Wildlife Trafficking: Experts Now Believe Demand For Rhino Horn from Chinese and Vietnamese Markets Alone Would Kill Off All The Global Rhino Population Without Safeguards

Swaziland’s rhino horn sale bid seen doomed at U.N. meeting on wildlife trade

Sat Sep 24, 2016 | 10:23am EDT

John Scanlon, secretary-general of the Convention on International Trade in Endangered Species (CITES) gestures during the official opening of CITES in Sandton in Johannesburg, South Africa, September 24, 2016. REUTERS/Siphiwe Sibeko

Swaziland faces a struggle to get permission to sell 330 kg rhino horn for about $10 million from a U.N. conference on the global wildlife trade which began in Johannesburg on Saturday but hopes to stoke a debate about regulated trade.

The African Kingdom of Swaziland, a poor, landlocked African country that is home to elephants, rhinos and other big animals, wants to use the money earned to pay for the conservation of its wildlife, a key tourism earner.

However, the global sale of rhino horn has been banned since the late 1970s and Swaziland’s proposal requires the support of two thirds of member states of the United Nations’ Convention on International Trade in Endangered Species (CITES).

“I don’t think we have a hope in hell. But we’ve at least opened the debate,” Ted Reilly, the chief executive of Swaziland’s Big Game Parks, told Reuters.

The CITES meeting comes against the backdrop of a surge in elephant and rhino poaching in Africa, lending a sense of urgency to this round of wildlife diplomacy.

Rhino horn is highly coveted in fast-growing Asian economies such as Vietnam, where it has been used for centuries in traditional medicines. But that demand is driving an illegal trade that has seen thousands of rhinos poached the past decade.

Opponents of opening up the trade argue it could lead to more poaching by criminals.

Supporters of a regulated trade say it could stem poaching by bringing legal supplies directly to the source of demand while raising funds to protect the animal. Rhino horn can be harvested without killing the animal as it grows back.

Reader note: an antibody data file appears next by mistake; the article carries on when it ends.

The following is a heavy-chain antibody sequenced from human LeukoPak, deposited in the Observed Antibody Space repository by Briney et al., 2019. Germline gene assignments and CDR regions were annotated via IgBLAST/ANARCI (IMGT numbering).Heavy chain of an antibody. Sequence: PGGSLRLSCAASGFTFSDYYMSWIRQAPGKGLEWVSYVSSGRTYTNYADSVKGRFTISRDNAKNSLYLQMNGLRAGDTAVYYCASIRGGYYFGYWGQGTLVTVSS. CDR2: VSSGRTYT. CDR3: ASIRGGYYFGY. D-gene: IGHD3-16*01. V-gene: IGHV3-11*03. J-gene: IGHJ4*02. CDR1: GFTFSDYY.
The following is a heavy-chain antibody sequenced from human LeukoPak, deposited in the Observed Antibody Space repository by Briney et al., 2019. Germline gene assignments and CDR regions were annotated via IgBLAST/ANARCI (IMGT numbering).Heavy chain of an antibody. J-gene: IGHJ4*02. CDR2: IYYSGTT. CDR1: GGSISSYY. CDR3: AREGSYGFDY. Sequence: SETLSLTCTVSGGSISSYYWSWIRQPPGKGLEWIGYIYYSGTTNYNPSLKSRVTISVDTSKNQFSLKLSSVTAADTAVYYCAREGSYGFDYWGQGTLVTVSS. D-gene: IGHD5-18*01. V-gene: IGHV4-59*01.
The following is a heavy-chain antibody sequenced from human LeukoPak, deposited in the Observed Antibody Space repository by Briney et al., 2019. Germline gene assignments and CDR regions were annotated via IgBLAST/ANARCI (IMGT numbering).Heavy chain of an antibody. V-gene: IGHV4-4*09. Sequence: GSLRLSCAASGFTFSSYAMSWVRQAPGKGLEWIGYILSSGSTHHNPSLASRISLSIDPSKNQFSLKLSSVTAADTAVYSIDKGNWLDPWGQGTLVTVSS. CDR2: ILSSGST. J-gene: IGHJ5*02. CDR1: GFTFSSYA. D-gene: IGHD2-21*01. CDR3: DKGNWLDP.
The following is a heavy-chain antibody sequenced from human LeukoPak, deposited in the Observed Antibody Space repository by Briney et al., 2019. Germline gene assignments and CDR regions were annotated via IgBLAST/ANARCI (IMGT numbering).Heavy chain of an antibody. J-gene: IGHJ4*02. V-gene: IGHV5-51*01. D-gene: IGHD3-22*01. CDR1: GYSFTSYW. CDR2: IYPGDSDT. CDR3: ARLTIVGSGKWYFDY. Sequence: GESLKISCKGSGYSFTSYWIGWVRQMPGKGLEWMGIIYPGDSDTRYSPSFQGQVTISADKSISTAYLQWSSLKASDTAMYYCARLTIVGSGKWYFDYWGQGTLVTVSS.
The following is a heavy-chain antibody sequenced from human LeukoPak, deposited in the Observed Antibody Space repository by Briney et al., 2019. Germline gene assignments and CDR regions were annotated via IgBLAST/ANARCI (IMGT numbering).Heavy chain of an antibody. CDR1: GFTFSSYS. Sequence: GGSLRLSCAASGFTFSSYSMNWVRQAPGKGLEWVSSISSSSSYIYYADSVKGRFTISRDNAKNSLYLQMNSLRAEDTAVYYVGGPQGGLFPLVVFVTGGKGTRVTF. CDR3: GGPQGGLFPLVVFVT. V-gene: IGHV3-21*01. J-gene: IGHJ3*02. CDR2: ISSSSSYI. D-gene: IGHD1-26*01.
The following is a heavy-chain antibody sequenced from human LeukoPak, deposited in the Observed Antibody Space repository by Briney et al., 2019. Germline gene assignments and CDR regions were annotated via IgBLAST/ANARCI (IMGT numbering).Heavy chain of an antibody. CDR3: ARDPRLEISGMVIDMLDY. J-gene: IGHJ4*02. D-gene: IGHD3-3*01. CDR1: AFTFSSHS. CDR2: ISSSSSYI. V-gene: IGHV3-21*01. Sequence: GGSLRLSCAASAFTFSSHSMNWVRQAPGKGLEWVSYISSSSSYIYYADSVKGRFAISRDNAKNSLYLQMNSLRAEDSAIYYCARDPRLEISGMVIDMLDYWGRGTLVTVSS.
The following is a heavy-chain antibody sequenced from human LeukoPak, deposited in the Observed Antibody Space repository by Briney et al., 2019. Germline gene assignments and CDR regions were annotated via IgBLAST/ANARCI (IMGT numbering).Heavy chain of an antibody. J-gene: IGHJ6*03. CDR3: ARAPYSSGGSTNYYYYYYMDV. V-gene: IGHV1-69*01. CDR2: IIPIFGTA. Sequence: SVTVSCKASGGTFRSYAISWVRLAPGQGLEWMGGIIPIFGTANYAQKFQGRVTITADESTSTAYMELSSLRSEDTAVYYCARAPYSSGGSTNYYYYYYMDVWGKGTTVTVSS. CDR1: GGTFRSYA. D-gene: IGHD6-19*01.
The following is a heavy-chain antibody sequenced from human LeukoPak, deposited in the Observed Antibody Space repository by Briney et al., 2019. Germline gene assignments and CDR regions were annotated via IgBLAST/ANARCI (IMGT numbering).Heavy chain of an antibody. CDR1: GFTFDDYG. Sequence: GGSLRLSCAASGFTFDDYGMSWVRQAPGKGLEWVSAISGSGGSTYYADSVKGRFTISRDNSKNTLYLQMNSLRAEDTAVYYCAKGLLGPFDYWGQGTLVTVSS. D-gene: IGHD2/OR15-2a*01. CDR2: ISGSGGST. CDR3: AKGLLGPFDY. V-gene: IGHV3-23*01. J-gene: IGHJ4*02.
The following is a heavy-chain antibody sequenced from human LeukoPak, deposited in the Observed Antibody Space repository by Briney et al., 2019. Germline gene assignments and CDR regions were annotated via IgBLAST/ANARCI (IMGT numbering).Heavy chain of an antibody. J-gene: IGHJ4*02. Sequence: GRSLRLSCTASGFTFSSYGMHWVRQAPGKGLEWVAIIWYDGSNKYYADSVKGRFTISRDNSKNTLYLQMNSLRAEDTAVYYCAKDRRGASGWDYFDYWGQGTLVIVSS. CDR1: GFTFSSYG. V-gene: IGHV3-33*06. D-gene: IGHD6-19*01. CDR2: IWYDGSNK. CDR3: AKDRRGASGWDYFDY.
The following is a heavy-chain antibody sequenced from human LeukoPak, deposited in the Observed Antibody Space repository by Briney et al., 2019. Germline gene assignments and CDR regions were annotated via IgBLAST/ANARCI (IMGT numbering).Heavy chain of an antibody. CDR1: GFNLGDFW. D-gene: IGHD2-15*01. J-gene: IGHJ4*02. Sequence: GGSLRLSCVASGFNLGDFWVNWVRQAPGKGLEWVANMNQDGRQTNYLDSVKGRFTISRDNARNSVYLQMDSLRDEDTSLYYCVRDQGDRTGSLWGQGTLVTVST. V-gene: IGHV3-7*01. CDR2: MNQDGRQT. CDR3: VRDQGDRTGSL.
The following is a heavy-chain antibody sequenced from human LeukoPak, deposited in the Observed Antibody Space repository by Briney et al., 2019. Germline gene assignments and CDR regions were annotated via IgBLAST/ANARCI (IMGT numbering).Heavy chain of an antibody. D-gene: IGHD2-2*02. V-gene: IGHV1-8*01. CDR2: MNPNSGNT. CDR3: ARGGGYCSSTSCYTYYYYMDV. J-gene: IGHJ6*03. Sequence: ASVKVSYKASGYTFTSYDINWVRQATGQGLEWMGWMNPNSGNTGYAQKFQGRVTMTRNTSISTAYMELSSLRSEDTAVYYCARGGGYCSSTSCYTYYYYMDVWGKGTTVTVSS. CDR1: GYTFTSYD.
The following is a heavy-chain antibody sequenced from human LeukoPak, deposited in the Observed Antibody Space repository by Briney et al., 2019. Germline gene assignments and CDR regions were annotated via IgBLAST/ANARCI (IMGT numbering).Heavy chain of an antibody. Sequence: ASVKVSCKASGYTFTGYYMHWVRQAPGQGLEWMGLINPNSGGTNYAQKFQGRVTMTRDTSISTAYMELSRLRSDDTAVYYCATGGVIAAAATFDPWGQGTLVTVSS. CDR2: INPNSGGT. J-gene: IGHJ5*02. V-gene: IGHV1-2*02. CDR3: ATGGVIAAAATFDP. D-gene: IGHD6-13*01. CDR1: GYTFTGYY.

CITES is a global agreement among governments that regulates trade in wild flora and fauna or products derived from them with an aim to ensuring their survival. Over 180 countries are signatories.

Other initiatives which will stir controversy include proposals by Namibia and Zimbabwe to lift a global ban on ivory sales so they can sell stockpiles to raise conservation funds.

The conference, which runs until Oct. 5, will also consider proposals to provide more protection to ray and shark species.

“Sharks are in global crisis and there is a complete lack of management framework internationally and domestically around the world to protect them,” said Luke Warwick, project director for global shark conservation at the Pew Charitable Trusts.

Added protection is also being sought for several species of pangolin, small, scaly animals found in Africa and Asia whose scales and meat are prized for their supposed medicinal value.

(Editing by James Macharia and Alison Williams)

Shark fin soup


China’s giant clam poaching is decimating reefs in the South China Sea.


China dredger Tian Jing Hao. Dozens of dredges like this have been and are being used in China’s environmental rape of the South China Sea and island building.

Reef debris after destruction by a Chinese super dredge

 (This    article has links to several  others related to environmental issues in the South China Sea).

A green sea turtle is seen off the coast of Oahu, Hawaii.

A green sea turtle.(Reuters)


 (Includes Obama creates largest ocean reserve, takes heat for new federal decrees)

 (Has links to many related conservation and environmental articles)

 (Rupert Wingfield-Hayes reports)


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